Training chest before stepping on stage

June 15, 2018

Whether you’re training for the stage, a photo shoot, or just want to see how good you can look for a specific date, this routine has always been my go-to for showing off a great chest.

Lets assume that you are training for a specific event. This routine will make up the final few weeks after you’ve been focusing on your strength and growth. Now it’s time to showcase all your hard work with some fine-tuning and detailing. It goes without saying that your diet and cardio will take care of reducing body fat that will cloud the muscle fibers and define the shape of your chest, but as far as which exercises to perform and how to best perform them, this routine will set up on on the right path.

rob riches contest chest training

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Coax Changes In The Body. Don’t Force Them

A big part of dialing everything in ready for stepping on stage is how you set up your training before hand. For me, it all starts around 12 weeks away from the date of the event, which gives me enough time to make any necessary changes to my training, diet, cardio, and mindset. It’s doesn’t happen over night, and can still take me a couple of weeks to really get everything in order where it needs to be.

This time frame also gives my body time to adapt and change, without me trying to force anything on it. When these changes happen gradually over time, there’s much less resistance from the body and you’ll find body fat levels will continue to decrease more so than if you were to one day change everything and try to force it.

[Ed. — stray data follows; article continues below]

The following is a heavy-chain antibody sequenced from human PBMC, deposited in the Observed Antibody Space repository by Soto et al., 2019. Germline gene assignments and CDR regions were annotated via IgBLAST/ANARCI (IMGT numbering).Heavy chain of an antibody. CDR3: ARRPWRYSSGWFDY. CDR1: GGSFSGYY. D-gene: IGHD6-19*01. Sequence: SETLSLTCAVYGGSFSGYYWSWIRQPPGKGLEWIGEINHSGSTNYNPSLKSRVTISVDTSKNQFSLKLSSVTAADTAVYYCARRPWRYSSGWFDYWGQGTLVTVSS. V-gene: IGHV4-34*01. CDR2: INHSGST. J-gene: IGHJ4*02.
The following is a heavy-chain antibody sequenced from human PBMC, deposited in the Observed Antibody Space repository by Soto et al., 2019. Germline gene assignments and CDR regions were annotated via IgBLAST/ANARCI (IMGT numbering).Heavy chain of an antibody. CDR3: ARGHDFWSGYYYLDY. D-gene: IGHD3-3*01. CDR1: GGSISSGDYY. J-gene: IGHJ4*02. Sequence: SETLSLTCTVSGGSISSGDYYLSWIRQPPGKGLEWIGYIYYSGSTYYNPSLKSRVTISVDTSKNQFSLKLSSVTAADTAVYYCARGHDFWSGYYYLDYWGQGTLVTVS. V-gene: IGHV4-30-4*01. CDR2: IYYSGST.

It’s All About the Detail At This Point

As you’ll see within the video below, I’m still lifting as heavy weight as I can. I discovered early on in my competitive training that in order to keep the muscles looking big and full (with low body fat levels thanks to my diet and frequent cardio), I had to train them the same way that I developed them – by lifting heavy. There are some changes within this routine compared to when I’ll train chest when I’m not preparing for any specific event, and you’ll find out more about that by watching the video.

Execute Each Rep Flawlessly

One tip I’ve always found to be useful when contest training is to imagine each time I perform a rep, I’m being photographed, and so want to ensure each rep is performed correctly and that I’m pausing momentarily at the top of each rep and flexing the muscles as hard as a I can. This is what defines the maximum weight I should be lifting. If I’m unable to perform the set number of reps and execute each one as perfectly as the first one, whilst squeezing the muscles hard at the end of the movement, then the weight I’m using is too heavy.


Light Weight, High Reps Vs. Heavy Weight, Low Reps

I’m on the fence about this one, and suggest you don’t take it too literally. I don’t believe it’s as black and white as one way or the other. Much of the time it depends on my energy (which is a factor when dieting and using up the body’s reserve fuel – body fat). I’ll always strive to life heavy, and make use of free-weights early on in my routine, but if my focus or energy isn’t there, I’ll make use of more machines and cables. The execution of how I perform each rep is still unchanged though, and it’s this method that I feel delivers the best results.

rob riches chest machine

Exercise 1

5 sets of 15,12,12,10,8 reps (bench incline set low)

Exercise 2

4 sets of 12,10,10,8 reps (use spotter to go to failure)

Exercise 3

3 sets of 12,10,8 reps (include dropset on final set)

Exercise 4

3 sets of 12,12,10 reps

Exercise 5

3 sets of 15,12,12 reps

*(perform as superset with next exercise)